I mean, that’s my sensibility. I’d much rather celebrate. That’s how I feel in life. Those are the interesting people. You know? The odder the person, in most cases, the more I want to sit down and have a conversation with them and not in a way where you’re making fun of it. It’s just interesting. Because I feel like so many people are so, or want to appear to cookie-cutter that when you see that person who’s doing their own thing…and particularly if they’re happy and celebrating it, you’re like, how did you get to that? Like you meet kids like that lot where you’re like, you are you’re own person already and either you’re just so indomitable that you’re able to be it no matter what the kids around you are saying or like, it’s gonna get beaten out of you at some point, but for right now you’re really being your own.

They are just living who they are.

Yeah and I find those people fascinating. I would always rather myself be the butt of the joke then to ever make fun of somebody. It’s just not my sensibility.

I don’t like mean comedy either. I can make fun of me. I don’t want to make fun of other people.

No. Me either. It’s lazy. Super lazy.

So, did you in high school or junior high, belong to a subculture like this? Were you in marching band or tall flags or anything like that?

I was in the theater group, which is sort of its own little geek squad. And even before that, just like in school, in the classes I was in I definitely had some friends who were way smarter than me. I had friends who would make up their own like language and stuff like that. Their own written language to pass notes. The really brainy kids. And then there was the weird theater kids. That’s where I always felt…I mean, I feel like I was kinda that kid, who could kind of go in between the groups but yeah, for sure one of the outliers.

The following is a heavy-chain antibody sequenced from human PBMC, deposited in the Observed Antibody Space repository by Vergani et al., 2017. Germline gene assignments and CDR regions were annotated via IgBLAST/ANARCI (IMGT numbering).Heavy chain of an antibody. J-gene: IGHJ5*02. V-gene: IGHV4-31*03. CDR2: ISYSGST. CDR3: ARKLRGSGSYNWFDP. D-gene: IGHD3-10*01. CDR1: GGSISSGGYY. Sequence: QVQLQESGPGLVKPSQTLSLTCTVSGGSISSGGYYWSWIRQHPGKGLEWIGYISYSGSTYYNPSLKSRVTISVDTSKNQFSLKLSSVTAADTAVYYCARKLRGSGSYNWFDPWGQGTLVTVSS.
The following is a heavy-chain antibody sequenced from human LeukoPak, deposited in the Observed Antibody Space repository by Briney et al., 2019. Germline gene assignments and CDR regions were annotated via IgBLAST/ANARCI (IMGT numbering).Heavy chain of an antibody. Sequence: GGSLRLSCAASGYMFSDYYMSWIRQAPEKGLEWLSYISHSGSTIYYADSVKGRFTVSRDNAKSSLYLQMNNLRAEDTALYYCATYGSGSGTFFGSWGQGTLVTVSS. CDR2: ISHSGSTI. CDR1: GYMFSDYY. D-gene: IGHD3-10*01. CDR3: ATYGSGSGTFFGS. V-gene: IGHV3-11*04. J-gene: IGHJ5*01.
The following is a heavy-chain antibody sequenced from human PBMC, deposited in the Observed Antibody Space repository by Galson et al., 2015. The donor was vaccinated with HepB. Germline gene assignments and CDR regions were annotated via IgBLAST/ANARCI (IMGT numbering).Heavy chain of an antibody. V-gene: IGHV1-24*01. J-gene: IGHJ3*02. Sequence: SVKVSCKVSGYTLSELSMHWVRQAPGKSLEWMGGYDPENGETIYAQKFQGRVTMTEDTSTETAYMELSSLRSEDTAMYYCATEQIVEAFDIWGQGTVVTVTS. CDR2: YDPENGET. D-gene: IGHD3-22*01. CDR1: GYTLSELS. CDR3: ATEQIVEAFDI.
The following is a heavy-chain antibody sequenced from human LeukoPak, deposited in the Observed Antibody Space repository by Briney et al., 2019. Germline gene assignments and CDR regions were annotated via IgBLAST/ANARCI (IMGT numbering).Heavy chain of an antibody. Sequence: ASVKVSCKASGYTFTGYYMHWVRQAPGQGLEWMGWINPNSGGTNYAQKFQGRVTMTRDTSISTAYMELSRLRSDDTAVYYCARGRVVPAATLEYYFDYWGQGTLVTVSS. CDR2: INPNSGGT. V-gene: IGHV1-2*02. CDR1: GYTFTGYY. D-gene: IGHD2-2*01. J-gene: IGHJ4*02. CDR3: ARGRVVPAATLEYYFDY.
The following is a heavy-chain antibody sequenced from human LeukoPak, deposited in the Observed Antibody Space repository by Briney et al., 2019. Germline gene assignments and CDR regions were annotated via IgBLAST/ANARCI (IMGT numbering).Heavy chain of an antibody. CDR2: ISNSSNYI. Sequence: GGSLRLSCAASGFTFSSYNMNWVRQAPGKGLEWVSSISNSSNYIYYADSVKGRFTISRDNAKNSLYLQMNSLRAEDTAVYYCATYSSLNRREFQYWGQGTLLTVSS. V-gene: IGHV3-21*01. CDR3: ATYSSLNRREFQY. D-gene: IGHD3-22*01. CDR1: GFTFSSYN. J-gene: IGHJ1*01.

As women, we get to see women in this film who look like real women. It’s not just like everyone looks perfect or the same and that is a staple in Guest’s films. So how does it feel not just being an improviser, but as a woman to just be in this incredible role and to show the reality of a woman in a relationship, who’s got a lot going on and is trying to live her own dreams and have her own voice in that?

Well, I think the great thing, one of the great things about his movies is that all the characters are so specific and not people you’ve seen before. But really when you think about people from your life…you know, I remember taking a Groundlings class and one of the exercises was to come up with a character. They said, now if you say, “Ok I’m going to be a sorority girl,” well, what do sorority girls like? It’s not just going for frozen yogurt or beer with frat guys. In actuality, nobody is that straight down the line with anything. So if you think about your Aunt Susan, maybe she is an accountant but she collects dolls and she also has a motorcycle because she had four brothers growing up. You know what I mean? The people you know are a lot more varied than the stereotypes that are out there.

And I think sometimes TV and film rely on these sort of archetype characters, and I think in Christopher Guest movies you’re playing these people who are not that easily definable in the best of ways. I think as an actor, that’s all you want, is to get to play these sort of interesting characters that aren’t straight down the middle, you know, the cat lady or whatever all these little weird archetypes are. You know, that’s one for me that I play a lot, the cat lady and this is just a different person.